This was my second Uptown parade experience, and I’ve noticed a pattern. You get lost, spend an half hour or so looking for your group amid horses, floats, dancing girls, marching bands, and all manner of costumed folks, find a bunch of people in roughly the same costume you are in who you don’t really know, mill about drinking for a couple of hours wondering who is in charge of this goat rope, stand in long lines for a bathroom or a beer, and then rush to join the parade when it is your turn. I’m glad that Claiborne had ushered us through the first one a couple of years ago or this might have been overwhelming.
The Krewe du Fool is a marching Krewe based in the Marigny whose main event is the only April Fools Day parade in the city. The Krewe was invited to join the Krewe of Freret music themed parade as a favor to the guest of honor of Freret, Dancingman504, the best known second line dancer in the city who is also the lead dancer for the April Fools parade this year.
The downtown walking krewes are much less formal and organized than the downtown krewes, with a fairly open membership roster(you don’t have to be one of the founding families of New Orleans or pay thousands to ride the big floats). They feature homemade costumes and throws, with some store bought beads and cups, and no specific dances or music. The krewe dresses to a theme, and walks together through the narrow streets of the Marigny, Bywater, and French Quarter accompanied by a band or two, and interacts with people on the street by dancing or handing out throws.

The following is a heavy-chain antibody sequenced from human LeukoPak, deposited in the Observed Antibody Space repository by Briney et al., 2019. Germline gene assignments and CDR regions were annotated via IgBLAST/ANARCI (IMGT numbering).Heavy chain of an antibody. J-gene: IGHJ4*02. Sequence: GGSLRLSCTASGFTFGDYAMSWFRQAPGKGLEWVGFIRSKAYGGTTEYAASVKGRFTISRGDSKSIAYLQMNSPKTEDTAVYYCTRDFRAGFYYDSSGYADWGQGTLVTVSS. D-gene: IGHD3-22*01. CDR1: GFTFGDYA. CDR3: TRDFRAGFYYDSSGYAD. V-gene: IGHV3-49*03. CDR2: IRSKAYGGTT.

The Krewe du Fool had about two dozen people show up to march. The core group appears to be professional people in their 50s or so, but there was one woman in her 70s who brought a decorated wheelchair and pushed it about half the time and was pushed the other half, and another half a dozen people in their twenties who got to lead the energetic dancing. One guy was dressed as Austin Powers, there was a couple dressed in gold formal wear and monkey hats, a woman in a full length gold gown and gold body paint, me as King Tut with lots of gold glitter, and some assorted Mardi Gras costuming. People brought wagons to carry the throws and beer, and a banner identifying the Krewe.
The Uptown parades feature big marching bands, including the best High School and college bands in the country, big formal two deck parade floats, professionally designed and constructed, pulled by tractors and carrying 50 people each, each person throwing literally thousands of beads or other throws to the crowds lining the streets, military marching groups, hobby groups like horsemen or Jeep customizers, and dancing groups like the Muffalottas or Chorus Girls, all of whom are uniformed and performing a specific set of dance moves to loud recorded music, usually to good effect.